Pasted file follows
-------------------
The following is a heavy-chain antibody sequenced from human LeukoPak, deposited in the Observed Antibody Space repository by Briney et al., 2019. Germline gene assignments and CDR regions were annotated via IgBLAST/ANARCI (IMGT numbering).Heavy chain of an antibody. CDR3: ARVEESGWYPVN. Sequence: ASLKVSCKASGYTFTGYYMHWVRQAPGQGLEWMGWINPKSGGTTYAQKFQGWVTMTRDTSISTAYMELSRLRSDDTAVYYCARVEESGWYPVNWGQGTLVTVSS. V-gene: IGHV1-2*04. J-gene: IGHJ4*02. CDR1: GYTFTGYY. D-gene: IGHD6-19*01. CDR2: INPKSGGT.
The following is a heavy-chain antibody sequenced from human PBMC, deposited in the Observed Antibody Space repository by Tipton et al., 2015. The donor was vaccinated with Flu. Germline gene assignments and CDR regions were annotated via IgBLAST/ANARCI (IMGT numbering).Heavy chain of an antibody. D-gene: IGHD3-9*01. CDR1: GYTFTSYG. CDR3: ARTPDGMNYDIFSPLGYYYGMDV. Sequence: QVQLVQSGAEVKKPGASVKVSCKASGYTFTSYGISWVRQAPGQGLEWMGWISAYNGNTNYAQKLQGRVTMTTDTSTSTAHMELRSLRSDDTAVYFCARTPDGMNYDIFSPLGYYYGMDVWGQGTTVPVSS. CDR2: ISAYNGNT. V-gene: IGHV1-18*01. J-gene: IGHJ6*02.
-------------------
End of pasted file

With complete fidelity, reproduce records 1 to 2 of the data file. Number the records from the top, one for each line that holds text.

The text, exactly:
The following is a heavy-chain antibody sequenced from human LeukoPak, deposited in the Observed Antibody Space repository by Briney et al., 2019. Germline gene assignments and CDR regions were annotated via IgBLAST/ANARCI (IMGT numbering).Heavy chain of an antibody. CDR3: ARVEESGWYPVN. Sequence: ASLKVSCKASGYTFTGYYMHWVRQAPGQGLEWMGWINPKSGGTTYAQKFQGWVTMTRDTSISTAYMELSRLRSDDTAVYYCARVEESGWYPVNWGQGTLVTVSS. V-gene: IGHV1-2*04. J-gene: IGHJ4*02. CDR1: GYTFTGYY. D-gene: IGHD6-19*01. CDR2: INPKSGGT.
The following is a heavy-chain antibody sequenced from human PBMC, deposited in the Observed Antibody Space repository by Tipton et al., 2015. The donor was vaccinated with Flu. Germline gene assignments and CDR regions were annotated via IgBLAST/ANARCI (IMGT numbering).Heavy chain of an antibody. D-gene: IGHD3-9*01. CDR1: GYTFTSYG. CDR3: ARTPDGMNYDIFSPLGYYYGMDV. Sequence: QVQLVQSGAEVKKPGASVKVSCKASGYTFTSYGISWVRQAPGQGLEWMGWISAYNGNTNYAQKLQGRVTMTTDTSTSTAHMELRSLRSDDTAVYFCARTPDGMNYDIFSPLGYYYGMDVWGQGTTVPVSS. CDR2: ISAYNGNT. V-gene: IGHV1-18*01. J-gene: IGHJ6*02.